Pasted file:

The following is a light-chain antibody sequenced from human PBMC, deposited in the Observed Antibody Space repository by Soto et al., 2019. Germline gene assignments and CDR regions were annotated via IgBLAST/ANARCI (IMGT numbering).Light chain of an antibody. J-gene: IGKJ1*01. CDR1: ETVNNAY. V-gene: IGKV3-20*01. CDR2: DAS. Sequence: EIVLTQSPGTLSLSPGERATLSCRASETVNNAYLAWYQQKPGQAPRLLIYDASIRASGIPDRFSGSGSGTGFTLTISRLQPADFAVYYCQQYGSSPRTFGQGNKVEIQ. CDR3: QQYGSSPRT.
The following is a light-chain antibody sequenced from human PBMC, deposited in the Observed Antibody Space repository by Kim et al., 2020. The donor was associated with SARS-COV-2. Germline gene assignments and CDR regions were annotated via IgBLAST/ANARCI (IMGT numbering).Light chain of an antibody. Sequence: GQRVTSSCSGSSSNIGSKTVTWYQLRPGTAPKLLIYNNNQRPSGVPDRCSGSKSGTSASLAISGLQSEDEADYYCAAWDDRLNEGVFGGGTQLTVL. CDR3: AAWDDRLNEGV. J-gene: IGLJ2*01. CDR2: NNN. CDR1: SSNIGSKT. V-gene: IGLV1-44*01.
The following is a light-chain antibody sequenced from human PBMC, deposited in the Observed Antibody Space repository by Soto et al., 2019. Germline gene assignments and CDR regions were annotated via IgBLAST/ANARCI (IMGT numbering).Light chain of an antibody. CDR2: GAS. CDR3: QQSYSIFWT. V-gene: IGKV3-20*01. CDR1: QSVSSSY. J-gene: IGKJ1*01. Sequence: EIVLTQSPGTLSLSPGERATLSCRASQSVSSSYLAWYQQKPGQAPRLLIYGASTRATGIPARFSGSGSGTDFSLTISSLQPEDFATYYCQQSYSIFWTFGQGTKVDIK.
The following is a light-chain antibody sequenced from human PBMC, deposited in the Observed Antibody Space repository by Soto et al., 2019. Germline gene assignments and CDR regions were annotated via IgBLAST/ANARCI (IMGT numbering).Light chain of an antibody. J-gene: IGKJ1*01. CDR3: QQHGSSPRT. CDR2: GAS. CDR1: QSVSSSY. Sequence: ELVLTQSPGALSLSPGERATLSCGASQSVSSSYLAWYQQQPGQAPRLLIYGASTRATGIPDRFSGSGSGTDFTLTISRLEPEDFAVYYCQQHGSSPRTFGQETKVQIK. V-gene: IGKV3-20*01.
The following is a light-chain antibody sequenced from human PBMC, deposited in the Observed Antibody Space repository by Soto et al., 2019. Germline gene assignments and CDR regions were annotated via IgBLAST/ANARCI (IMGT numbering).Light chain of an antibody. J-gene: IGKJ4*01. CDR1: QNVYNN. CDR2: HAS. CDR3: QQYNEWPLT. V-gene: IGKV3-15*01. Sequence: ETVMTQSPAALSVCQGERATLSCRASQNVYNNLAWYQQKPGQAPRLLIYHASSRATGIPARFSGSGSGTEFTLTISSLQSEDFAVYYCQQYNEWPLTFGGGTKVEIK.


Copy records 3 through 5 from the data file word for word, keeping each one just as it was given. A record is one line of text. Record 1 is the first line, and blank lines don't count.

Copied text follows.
The following is a light-chain antibody sequenced from human PBMC, deposited in the Observed Antibody Space repository by Soto et al., 2019. Germline gene assignments and CDR regions were annotated via IgBLAST/ANARCI (IMGT numbering).Light chain of an antibody. CDR2: GAS. CDR3: QQSYSIFWT. V-gene: IGKV3-20*01. CDR1: QSVSSSY. J-gene: IGKJ1*01. Sequence: EIVLTQSPGTLSLSPGERATLSCRASQSVSSSYLAWYQQKPGQAPRLLIYGASTRATGIPARFSGSGSGTDFSLTISSLQPEDFATYYCQQSYSIFWTFGQGTKVDIK.
The following is a light-chain antibody sequenced from human PBMC, deposited in the Observed Antibody Space repository by Soto et al., 2019. Germline gene assignments and CDR regions were annotated via IgBLAST/ANARCI (IMGT numbering).Light chain of an antibody. J-gene: IGKJ1*01. CDR3: QQHGSSPRT. CDR2: GAS. CDR1: QSVSSSY. Sequence: ELVLTQSPGALSLSPGERATLSCGASQSVSSSYLAWYQQQPGQAPRLLIYGASTRATGIPDRFSGSGSGTDFTLTISRLEPEDFAVYYCQQHGSSPRTFGQETKVQIK. V-gene: IGKV3-20*01.
The following is a light-chain antibody sequenced from human PBMC, deposited in the Observed Antibody Space repository by Soto et al., 2019. Germline gene assignments and CDR regions were annotated via IgBLAST/ANARCI (IMGT numbering).Light chain of an antibody. J-gene: IGKJ4*01. CDR1: QNVYNN. CDR2: HAS. CDR3: QQYNEWPLT. V-gene: IGKV3-15*01. Sequence: ETVMTQSPAALSVCQGERATLSCRASQNVYNNLAWYQQKPGQAPRLLIYHASSRATGIPARFSGSGSGTEFTLTISSLQSEDFAVYYCQQYNEWPLTFGGGTKVEIK.